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US military urges halt to clashes in eastern Syria amid concerns of ISIS resurgence

The United States military called to halt the ongoing clashes between rival U.S.-backed factions in Syria, saying the violence could lead to the resurgence of the Islamic State group.

The United States military called for an end to days of fighting between rival U.S.-backed groups in east Syria Thursday, warning it may help the resurgence of the Islamic State group.

The fighting that broke out Monday — and left at least 40 people dead and dozens wounded in the eastern oil-rich province of Deir el-Zour — was the worst in years. East Syria is where hundreds of U.S. troops have been based since 2015 to help battle IS militants.

The clashes pitted members of the Kurdish-led Syrian Democratic Forces against its former ally the Arab-led Deir el-Zour Military Council and some regional Arab tribesmen who had sided with them.

The Combined Joint Task Force - Operation Inherent Resolve said in a statement that it continues to closely monitor events in northeast Syria adding that "we remain focused on working with the Syrian Democratic Forces to ensure the enduring defeat of Daesh, in support of regional security and stability." It used the Arabic acronym to refer to IS.

Sporadic clashes occurred in different parts of the area along the border with Iraq on Thursday and both sides were reportedly bringing in reinforcements.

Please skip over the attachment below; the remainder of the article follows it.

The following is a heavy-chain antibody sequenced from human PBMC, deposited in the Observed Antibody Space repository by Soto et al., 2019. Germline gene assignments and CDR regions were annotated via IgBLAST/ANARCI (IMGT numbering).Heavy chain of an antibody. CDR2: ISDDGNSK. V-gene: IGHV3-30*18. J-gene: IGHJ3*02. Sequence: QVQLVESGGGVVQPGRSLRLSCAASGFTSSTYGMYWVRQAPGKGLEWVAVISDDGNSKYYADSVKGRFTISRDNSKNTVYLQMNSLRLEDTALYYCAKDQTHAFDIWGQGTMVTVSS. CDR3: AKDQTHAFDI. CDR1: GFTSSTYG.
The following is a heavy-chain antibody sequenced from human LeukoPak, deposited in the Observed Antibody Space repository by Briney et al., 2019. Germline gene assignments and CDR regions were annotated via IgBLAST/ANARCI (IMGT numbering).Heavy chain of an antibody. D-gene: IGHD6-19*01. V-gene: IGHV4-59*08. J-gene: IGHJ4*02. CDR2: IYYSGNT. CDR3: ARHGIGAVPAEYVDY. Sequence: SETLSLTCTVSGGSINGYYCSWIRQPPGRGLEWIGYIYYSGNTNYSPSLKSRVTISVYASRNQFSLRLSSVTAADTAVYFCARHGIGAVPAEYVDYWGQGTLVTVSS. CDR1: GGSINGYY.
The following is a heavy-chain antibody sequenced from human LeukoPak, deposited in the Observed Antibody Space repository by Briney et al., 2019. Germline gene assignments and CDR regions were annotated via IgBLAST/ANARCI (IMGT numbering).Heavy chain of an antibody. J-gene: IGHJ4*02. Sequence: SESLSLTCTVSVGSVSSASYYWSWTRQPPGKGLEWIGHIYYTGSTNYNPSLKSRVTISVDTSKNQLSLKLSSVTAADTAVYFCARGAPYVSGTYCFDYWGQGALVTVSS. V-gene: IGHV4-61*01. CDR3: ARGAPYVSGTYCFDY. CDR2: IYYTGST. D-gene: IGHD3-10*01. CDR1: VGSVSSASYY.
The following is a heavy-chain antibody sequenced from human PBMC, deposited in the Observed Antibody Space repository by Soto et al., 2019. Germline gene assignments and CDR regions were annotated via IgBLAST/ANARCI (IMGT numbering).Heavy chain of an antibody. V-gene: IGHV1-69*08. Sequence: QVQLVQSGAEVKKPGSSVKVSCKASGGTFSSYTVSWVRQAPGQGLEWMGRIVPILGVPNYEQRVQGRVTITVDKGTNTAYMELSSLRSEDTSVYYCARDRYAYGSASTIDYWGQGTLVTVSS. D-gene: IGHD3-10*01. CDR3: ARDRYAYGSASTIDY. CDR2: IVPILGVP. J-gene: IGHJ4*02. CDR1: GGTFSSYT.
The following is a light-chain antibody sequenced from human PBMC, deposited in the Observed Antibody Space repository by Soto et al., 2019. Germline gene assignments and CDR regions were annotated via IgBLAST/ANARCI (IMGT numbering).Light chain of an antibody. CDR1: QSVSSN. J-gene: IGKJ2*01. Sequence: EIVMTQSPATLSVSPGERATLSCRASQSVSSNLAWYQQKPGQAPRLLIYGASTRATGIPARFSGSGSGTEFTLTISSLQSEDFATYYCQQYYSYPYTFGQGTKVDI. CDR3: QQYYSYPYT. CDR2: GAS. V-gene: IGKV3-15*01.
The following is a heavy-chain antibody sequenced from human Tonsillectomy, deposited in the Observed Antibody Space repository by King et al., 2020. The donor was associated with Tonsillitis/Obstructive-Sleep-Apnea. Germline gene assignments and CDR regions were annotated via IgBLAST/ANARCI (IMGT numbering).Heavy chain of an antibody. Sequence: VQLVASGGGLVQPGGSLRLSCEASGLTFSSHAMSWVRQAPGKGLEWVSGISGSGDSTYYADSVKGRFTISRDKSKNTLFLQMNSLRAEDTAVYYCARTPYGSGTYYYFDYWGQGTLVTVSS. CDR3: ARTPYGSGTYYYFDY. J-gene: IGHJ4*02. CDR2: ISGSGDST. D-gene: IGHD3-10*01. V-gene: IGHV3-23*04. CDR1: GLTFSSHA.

On Wednesday, the SDF and the council jointly said that Ahmad Khbeil, better known as Abu Khawla, would no longer command the Deir el-Zour Military Council. He and four other militia leaders were dismissed over their alleged involvement in "multiple crimes and violations," including drug trafficking.

Khbeil was also removed over "coordination with external entities hostile to the revolution," apparently a reference to his purported contacts with the Syrian government in Damascus and its Iranian and Russian allies.

The latest round of clashes raised concerns of more divisions among the SDF and its allies in eastern Syria, where IS had once controlled large swaths of territory and where the extremist group's militants still stage occasional attacks.

"Distractions from this critical work create instability and increase the risk of Daesh resurgence," the U.S. military said. "The violence in northeast Syria must cease, and the effort returned to creating peace and stability in northeast Syria, free from the threat of Daesh."

On any day, there are at least 900 U.S. forces in eastern Syria, along with an undisclosed number of contractors. They partner with the SDF to work to prevent an IS comeback.

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